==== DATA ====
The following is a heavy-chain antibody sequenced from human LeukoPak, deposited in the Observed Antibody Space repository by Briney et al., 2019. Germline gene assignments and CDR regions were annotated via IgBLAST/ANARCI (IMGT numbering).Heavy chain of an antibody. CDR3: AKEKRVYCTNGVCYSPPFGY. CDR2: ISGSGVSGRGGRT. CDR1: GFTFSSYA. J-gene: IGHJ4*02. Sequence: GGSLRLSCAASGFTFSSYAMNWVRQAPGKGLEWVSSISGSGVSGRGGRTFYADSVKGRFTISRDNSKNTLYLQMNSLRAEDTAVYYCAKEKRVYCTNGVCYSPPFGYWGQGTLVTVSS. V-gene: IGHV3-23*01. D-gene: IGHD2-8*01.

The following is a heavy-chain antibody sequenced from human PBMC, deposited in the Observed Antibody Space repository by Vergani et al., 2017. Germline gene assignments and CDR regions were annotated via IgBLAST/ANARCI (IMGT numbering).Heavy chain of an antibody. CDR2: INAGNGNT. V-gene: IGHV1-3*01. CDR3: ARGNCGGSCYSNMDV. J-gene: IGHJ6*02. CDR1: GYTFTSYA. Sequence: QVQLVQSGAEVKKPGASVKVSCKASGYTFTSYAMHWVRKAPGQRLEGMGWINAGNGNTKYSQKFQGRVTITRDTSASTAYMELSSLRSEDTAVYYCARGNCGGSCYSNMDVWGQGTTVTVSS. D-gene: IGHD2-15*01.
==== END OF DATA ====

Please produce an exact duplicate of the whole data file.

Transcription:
The following is a heavy-chain antibody sequenced from human LeukoPak, deposited in the Observed Antibody Space repository by Briney et al., 2019. Germline gene assignments and CDR regions were annotated via IgBLAST/ANARCI (IMGT numbering).Heavy chain of an antibody. CDR3: AKEKRVYCTNGVCYSPPFGY. CDR2: ISGSGVSGRGGRT. CDR1: GFTFSSYA. J-gene: IGHJ4*02. Sequence: GGSLRLSCAASGFTFSSYAMNWVRQAPGKGLEWVSSISGSGVSGRGGRTFYADSVKGRFTISRDNSKNTLYLQMNSLRAEDTAVYYCAKEKRVYCTNGVCYSPPFGYWGQGTLVTVSS. V-gene: IGHV3-23*01. D-gene: IGHD2-8*01.

The following is a heavy-chain antibody sequenced from human PBMC, deposited in the Observed Antibody Space repository by Vergani et al., 2017. Germline gene assignments and CDR regions were annotated via IgBLAST/ANARCI (IMGT numbering).Heavy chain of an antibody. CDR2: INAGNGNT. V-gene: IGHV1-3*01. CDR3: ARGNCGGSCYSNMDV. J-gene: IGHJ6*02. CDR1: GYTFTSYA. Sequence: QVQLVQSGAEVKKPGASVKVSCKASGYTFTSYAMHWVRKAPGQRLEGMGWINAGNGNTKYSQKFQGRVTITRDTSASTAYMELSSLRSEDTAVYYCARGNCGGSCYSNMDVWGQGTTVTVSS. D-gene: IGHD2-15*01.